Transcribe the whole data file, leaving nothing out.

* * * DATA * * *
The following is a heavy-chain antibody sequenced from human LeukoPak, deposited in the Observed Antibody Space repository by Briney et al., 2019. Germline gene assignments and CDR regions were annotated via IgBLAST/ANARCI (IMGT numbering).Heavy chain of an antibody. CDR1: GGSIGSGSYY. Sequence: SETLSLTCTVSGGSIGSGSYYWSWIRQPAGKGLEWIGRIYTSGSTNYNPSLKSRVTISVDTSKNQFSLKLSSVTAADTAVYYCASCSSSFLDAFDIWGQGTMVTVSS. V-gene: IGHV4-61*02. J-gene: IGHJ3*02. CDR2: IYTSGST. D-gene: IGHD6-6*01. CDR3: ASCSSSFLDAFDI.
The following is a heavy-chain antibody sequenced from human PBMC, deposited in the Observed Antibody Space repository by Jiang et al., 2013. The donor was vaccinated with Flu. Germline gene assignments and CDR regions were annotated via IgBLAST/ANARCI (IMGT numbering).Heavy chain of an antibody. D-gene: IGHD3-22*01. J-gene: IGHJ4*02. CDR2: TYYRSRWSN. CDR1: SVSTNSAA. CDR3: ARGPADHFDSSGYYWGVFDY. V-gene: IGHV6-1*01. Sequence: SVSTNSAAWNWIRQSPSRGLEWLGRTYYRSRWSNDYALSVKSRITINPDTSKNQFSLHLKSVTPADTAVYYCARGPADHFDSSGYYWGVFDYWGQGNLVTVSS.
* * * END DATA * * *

The following is a heavy-chain antibody sequenced from human LeukoPak, deposited in the Observed Antibody Space repository by Briney et al., 2019. Germline gene assignments and CDR regions were annotated via IgBLAST/ANARCI (IMGT numbering).Heavy chain of an antibody. CDR1: GGSIGSGSYY. Sequence: SETLSLTCTVSGGSIGSGSYYWSWIRQPAGKGLEWIGRIYTSGSTNYNPSLKSRVTISVDTSKNQFSLKLSSVTAADTAVYYCASCSSSFLDAFDIWGQGTMVTVSS. V-gene: IGHV4-61*02. J-gene: IGHJ3*02. CDR2: IYTSGST. D-gene: IGHD6-6*01. CDR3: ASCSSSFLDAFDI.
The following is a heavy-chain antibody sequenced from human PBMC, deposited in the Observed Antibody Space repository by Jiang et al., 2013. The donor was vaccinated with Flu. Germline gene assignments and CDR regions were annotated via IgBLAST/ANARCI (IMGT numbering).Heavy chain of an antibody. D-gene: IGHD3-22*01. J-gene: IGHJ4*02. CDR2: TYYRSRWSN. CDR1: SVSTNSAA. CDR3: ARGPADHFDSSGYYWGVFDY. V-gene: IGHV6-1*01. Sequence: SVSTNSAAWNWIRQSPSRGLEWLGRTYYRSRWSNDYALSVKSRITINPDTSKNQFSLHLKSVTPADTAVYYCARGPADHFDSSGYYWGVFDYWGQGNLVTVSS.